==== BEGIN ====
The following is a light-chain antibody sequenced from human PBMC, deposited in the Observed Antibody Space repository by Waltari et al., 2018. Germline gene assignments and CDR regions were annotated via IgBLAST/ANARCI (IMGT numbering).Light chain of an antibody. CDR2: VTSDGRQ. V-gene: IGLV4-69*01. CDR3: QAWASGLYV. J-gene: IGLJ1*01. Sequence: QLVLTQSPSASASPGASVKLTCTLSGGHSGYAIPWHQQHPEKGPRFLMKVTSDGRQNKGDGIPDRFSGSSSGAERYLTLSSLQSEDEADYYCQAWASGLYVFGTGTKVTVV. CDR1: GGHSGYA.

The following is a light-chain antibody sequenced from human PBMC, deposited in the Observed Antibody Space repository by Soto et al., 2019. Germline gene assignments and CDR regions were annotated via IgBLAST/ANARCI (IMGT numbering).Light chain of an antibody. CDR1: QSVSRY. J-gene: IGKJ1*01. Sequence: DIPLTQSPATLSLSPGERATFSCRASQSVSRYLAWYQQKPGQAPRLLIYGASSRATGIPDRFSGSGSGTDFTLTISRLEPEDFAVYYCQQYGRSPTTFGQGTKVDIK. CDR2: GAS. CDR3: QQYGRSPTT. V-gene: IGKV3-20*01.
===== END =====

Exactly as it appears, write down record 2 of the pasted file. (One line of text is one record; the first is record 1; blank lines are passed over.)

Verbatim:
The following is a light-chain antibody sequenced from human PBMC, deposited in the Observed Antibody Space repository by Soto et al., 2019. Germline gene assignments and CDR regions were annotated via IgBLAST/ANARCI (IMGT numbering).Light chain of an antibody. CDR1: QSVSRY. J-gene: IGKJ1*01. Sequence: DIPLTQSPATLSLSPGERATFSCRASQSVSRYLAWYQQKPGQAPRLLIYGASSRATGIPDRFSGSGSGTDFTLTISRLEPEDFAVYYCQQYGRSPTTFGQGTKVDIK. CDR2: GAS. CDR3: QQYGRSPTT. V-gene: IGKV3-20*01.